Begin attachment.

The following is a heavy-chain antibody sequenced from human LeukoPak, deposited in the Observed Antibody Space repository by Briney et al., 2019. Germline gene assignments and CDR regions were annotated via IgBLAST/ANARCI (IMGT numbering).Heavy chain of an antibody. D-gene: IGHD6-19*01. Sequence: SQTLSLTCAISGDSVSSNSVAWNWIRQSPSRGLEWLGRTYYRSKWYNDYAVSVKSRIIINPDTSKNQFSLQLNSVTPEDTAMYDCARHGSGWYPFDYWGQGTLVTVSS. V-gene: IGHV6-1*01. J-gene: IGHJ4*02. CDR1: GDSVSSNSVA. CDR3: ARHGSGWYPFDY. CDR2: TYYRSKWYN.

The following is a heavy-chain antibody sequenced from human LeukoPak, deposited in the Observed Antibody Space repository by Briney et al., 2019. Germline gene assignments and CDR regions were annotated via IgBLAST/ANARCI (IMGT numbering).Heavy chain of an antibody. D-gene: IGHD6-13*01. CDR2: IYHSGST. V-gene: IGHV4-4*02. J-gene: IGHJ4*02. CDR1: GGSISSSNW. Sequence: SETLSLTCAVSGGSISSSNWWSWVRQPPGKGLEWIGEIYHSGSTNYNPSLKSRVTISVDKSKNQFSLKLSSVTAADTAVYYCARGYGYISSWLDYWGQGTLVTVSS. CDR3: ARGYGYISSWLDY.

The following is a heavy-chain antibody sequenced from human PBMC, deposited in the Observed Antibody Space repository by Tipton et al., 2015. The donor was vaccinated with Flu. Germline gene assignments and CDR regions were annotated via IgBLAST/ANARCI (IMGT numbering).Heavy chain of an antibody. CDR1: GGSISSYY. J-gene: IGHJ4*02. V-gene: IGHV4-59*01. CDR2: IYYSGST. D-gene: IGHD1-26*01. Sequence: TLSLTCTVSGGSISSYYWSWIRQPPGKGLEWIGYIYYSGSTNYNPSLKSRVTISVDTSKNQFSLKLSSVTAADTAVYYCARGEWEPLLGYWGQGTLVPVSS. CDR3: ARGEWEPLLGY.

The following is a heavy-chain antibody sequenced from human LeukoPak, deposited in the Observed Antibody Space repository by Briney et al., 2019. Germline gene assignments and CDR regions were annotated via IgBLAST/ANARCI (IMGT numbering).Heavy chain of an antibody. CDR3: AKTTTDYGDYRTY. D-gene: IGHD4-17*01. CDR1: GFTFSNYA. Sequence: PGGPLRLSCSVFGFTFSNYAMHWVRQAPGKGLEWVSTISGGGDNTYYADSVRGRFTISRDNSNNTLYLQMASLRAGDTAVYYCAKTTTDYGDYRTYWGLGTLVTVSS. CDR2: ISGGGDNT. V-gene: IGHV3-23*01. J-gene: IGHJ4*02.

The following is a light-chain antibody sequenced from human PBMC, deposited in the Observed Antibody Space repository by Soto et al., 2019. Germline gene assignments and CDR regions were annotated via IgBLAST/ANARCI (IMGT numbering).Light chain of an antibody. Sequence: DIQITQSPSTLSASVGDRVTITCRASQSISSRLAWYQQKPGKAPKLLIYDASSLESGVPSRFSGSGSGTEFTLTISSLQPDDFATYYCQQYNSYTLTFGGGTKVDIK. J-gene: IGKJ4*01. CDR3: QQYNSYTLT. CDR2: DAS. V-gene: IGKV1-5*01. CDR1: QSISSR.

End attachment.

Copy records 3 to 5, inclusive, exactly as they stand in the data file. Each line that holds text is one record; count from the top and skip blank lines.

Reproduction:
The following is a heavy-chain antibody sequenced from human PBMC, deposited in the Observed Antibody Space repository by Tipton et al., 2015. The donor was vaccinated with Flu. Germline gene assignments and CDR regions were annotated via IgBLAST/ANARCI (IMGT numbering).Heavy chain of an antibody. CDR1: GGSISSYY. J-gene: IGHJ4*02. V-gene: IGHV4-59*01. CDR2: IYYSGST. D-gene: IGHD1-26*01. Sequence: TLSLTCTVSGGSISSYYWSWIRQPPGKGLEWIGYIYYSGSTNYNPSLKSRVTISVDTSKNQFSLKLSSVTAADTAVYYCARGEWEPLLGYWGQGTLVPVSS. CDR3: ARGEWEPLLGY.

The following is a heavy-chain antibody sequenced from human LeukoPak, deposited in the Observed Antibody Space repository by Briney et al., 2019. Germline gene assignments and CDR regions were annotated via IgBLAST/ANARCI (IMGT numbering).Heavy chain of an antibody. CDR3: AKTTTDYGDYRTY. D-gene: IGHD4-17*01. CDR1: GFTFSNYA. Sequence: PGGPLRLSCSVFGFTFSNYAMHWVRQAPGKGLEWVSTISGGGDNTYYADSVRGRFTISRDNSNNTLYLQMASLRAGDTAVYYCAKTTTDYGDYRTYWGLGTLVTVSS. CDR2: ISGGGDNT. V-gene: IGHV3-23*01. J-gene: IGHJ4*02.

The following is a light-chain antibody sequenced from human PBMC, deposited in the Observed Antibody Space repository by Soto et al., 2019. Germline gene assignments and CDR regions were annotated via IgBLAST/ANARCI (IMGT numbering).Light chain of an antibody. Sequence: DIQITQSPSTLSASVGDRVTITCRASQSISSRLAWYQQKPGKAPKLLIYDASSLESGVPSRFSGSGSGTEFTLTISSLQPDDFATYYCQQYNSYTLTFGGGTKVDIK. J-gene: IGKJ4*01. CDR3: QQYNSYTLT. CDR2: DAS. V-gene: IGKV1-5*01. CDR1: QSISSR.